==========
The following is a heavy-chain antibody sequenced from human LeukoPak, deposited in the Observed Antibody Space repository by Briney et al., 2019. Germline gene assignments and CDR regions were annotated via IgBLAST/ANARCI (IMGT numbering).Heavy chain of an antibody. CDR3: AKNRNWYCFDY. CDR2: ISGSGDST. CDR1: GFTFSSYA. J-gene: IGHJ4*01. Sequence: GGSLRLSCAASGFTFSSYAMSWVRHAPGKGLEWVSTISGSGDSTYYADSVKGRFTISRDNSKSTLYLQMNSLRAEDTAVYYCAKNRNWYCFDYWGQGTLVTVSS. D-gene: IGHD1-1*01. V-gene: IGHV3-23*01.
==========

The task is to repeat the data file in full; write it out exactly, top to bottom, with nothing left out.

The following is a heavy-chain antibody sequenced from human LeukoPak, deposited in the Observed Antibody Space repository by Briney et al., 2019. Germline gene assignments and CDR regions were annotated via IgBLAST/ANARCI (IMGT numbering).Heavy chain of an antibody. CDR3: AKNRNWYCFDY. CDR2: ISGSGDST. CDR1: GFTFSSYA. J-gene: IGHJ4*01. Sequence: GGSLRLSCAASGFTFSSYAMSWVRHAPGKGLEWVSTISGSGDSTYYADSVKGRFTISRDNSKSTLYLQMNSLRAEDTAVYYCAKNRNWYCFDYWGQGTLVTVSS. D-gene: IGHD1-1*01. V-gene: IGHV3-23*01.